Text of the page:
Rating: 4 stars

The humans of Embassytown live in an enclave in a city on the sufferance some of the strangest aliens known. Not only are the Hosts unable to lie, but a quirk of evolution has meant that they can’t understand their double-mouthed Language spoken artificially, only through the mouths of specially grown clone-twin Ambassadors, can Language be spoken such that it can be understood by the Hosts. Until now, when an impossible Ambassador arrives from the ether and everything changes.

We see Embassytown and the rest of this world through the eyes of a native, Avice, who was one of the few to make it off-world as crew of a starship that travels the ‘immer’ and who returns with her off-world linguist husband, who is fascinated by the unique language of the Hosts.

Avice is a likeable first-person narrator, and seeing things through her eyes makes it all the more shocking when things start changing and going wrong, because for her, her entire world — whose horizons are limited to the confines of the enclave of Embassytown — is changing.

MiĆ©ville loves playing with language, and the book is a delight to read, even if it is difficult at times (the narrative, not the language). He takes a risk and makes the entire plot swivel around semiotics and language (a la Babel 17), something which pays off, even if I’m not entirely sure that I understood it. One of the ideas that he runs with is that because the Hosts are unable to conceive of lying, to conceive a simile, they must first have the thing that they are comparing, so our heroine, when she is young, carries out something vaguely unpleasant but never fully described, and becomes a living simile. Things are compared to “the girl who ate what was given to her in darkness”. This is an intriguing idea, although one that seems an inevitable consequence of the thesis and it’s nice to see these sorts of ideas being fully thought through. This is definitely a book that has ideas big enough that it deserves a re-read.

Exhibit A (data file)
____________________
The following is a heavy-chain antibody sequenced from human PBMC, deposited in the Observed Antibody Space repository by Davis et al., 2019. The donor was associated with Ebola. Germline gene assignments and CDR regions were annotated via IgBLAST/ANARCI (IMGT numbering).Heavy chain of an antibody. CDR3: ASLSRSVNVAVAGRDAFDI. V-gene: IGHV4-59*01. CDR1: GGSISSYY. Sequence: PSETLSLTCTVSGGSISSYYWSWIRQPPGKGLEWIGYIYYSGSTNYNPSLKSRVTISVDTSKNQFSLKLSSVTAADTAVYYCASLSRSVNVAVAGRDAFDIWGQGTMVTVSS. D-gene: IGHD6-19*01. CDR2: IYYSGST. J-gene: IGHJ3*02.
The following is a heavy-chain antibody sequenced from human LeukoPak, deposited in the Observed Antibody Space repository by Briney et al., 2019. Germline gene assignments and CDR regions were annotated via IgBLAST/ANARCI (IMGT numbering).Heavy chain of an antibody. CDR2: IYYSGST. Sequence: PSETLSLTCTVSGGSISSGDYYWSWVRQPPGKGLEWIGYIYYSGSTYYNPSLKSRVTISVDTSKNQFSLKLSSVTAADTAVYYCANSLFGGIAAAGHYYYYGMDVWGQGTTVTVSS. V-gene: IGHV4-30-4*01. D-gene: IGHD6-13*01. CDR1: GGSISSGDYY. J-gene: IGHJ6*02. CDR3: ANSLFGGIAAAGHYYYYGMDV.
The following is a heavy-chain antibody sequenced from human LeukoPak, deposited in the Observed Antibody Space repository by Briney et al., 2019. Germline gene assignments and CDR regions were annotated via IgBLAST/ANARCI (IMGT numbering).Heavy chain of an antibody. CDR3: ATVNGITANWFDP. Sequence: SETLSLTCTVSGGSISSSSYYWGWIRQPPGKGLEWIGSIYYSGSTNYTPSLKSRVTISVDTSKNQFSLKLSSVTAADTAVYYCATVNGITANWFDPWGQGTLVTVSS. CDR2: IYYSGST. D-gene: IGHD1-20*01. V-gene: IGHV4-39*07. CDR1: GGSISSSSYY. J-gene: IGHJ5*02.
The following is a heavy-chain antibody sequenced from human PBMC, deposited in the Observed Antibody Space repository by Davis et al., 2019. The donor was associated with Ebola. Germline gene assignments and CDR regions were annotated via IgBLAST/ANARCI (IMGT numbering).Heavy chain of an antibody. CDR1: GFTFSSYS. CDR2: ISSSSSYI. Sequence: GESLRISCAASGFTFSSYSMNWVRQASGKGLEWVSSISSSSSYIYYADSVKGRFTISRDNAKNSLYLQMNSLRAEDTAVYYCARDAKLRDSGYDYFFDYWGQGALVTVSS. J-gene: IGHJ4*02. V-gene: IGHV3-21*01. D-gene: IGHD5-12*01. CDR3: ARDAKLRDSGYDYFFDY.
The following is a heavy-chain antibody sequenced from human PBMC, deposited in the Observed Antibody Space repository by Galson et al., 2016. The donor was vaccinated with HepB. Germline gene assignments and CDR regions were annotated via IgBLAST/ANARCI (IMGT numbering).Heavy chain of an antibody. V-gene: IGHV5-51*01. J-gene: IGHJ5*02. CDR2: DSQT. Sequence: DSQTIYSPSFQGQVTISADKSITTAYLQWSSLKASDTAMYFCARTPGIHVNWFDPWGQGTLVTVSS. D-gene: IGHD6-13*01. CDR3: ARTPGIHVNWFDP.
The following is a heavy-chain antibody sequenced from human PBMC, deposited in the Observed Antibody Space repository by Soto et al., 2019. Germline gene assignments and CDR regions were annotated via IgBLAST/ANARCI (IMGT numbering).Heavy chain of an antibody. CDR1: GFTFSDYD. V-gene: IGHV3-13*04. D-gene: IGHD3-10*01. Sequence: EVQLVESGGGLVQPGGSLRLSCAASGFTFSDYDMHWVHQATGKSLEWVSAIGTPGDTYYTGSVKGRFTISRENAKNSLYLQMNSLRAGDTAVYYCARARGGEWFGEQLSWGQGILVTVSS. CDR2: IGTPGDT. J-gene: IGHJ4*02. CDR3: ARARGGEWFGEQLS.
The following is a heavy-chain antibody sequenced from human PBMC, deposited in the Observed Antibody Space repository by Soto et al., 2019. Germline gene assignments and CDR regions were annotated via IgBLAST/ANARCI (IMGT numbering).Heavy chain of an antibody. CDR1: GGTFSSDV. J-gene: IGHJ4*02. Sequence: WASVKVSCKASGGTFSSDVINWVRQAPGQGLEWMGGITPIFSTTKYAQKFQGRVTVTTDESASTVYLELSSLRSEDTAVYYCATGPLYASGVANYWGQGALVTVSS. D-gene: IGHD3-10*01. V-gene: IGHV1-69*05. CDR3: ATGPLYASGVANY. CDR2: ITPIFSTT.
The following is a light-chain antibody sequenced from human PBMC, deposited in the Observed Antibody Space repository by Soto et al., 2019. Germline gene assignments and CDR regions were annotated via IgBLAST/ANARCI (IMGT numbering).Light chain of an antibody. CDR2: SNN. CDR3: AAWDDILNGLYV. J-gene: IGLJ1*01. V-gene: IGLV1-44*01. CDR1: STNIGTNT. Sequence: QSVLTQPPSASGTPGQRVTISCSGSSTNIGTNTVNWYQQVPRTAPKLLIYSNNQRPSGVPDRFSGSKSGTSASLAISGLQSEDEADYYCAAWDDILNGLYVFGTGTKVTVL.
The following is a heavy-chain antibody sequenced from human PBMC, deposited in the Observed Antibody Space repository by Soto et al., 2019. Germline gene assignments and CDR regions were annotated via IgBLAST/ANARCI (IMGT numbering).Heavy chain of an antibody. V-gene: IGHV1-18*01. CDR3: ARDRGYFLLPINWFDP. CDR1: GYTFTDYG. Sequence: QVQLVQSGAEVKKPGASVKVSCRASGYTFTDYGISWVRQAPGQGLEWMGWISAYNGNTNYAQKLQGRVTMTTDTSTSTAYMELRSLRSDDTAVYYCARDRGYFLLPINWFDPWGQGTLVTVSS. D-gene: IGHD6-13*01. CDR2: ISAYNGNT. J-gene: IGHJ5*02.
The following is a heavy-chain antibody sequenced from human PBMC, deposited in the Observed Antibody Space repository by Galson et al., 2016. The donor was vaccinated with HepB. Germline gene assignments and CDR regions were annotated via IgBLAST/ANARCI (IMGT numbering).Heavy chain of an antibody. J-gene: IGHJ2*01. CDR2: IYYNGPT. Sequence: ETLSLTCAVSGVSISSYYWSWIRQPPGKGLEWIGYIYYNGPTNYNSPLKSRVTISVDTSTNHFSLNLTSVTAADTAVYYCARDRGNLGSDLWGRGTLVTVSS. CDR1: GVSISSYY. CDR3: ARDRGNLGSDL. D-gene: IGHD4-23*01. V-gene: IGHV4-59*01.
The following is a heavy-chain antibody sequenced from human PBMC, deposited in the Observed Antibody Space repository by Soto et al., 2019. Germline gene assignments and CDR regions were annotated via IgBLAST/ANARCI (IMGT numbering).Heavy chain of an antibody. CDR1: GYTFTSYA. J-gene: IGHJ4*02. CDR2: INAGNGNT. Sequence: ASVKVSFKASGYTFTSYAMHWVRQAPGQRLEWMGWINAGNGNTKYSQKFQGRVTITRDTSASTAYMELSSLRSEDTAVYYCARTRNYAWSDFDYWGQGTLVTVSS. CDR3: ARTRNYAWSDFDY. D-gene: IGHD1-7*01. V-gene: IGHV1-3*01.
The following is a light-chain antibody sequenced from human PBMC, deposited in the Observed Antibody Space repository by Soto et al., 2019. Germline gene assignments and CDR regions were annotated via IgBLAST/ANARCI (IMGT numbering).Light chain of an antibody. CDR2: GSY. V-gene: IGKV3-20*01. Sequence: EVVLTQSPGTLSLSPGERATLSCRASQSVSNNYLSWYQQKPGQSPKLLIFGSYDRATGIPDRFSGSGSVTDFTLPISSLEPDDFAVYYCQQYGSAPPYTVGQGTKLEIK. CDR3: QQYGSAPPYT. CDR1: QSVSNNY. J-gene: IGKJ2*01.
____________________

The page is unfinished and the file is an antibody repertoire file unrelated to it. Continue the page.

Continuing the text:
Book details

ISBN: 9780230754317
Publisher: Macmillan Publishers Ltd
Year of publication: 2011

Lost For Words

By John Humphrys

Rating: 4 stars

This is a book about language. Subtitled “the mangling and manipulation of the english language”, Humphreys is more interested in manipulation than mangling, although he has a a decent grump at the latter as well. It’s when he starts discussing the (mis)use of language by business, politicians and journalists that you really feel his passion coming through. A very informative read that helped open my eyes to the tricks and abuses that politicians in particular subject the language to, it’s also very entertaining, filled with anecdotes from the Today programme and beyond.

Book details

ISBN: 9780340836590
Publisher: Hodder & Stoughton
Year of publication: 2004

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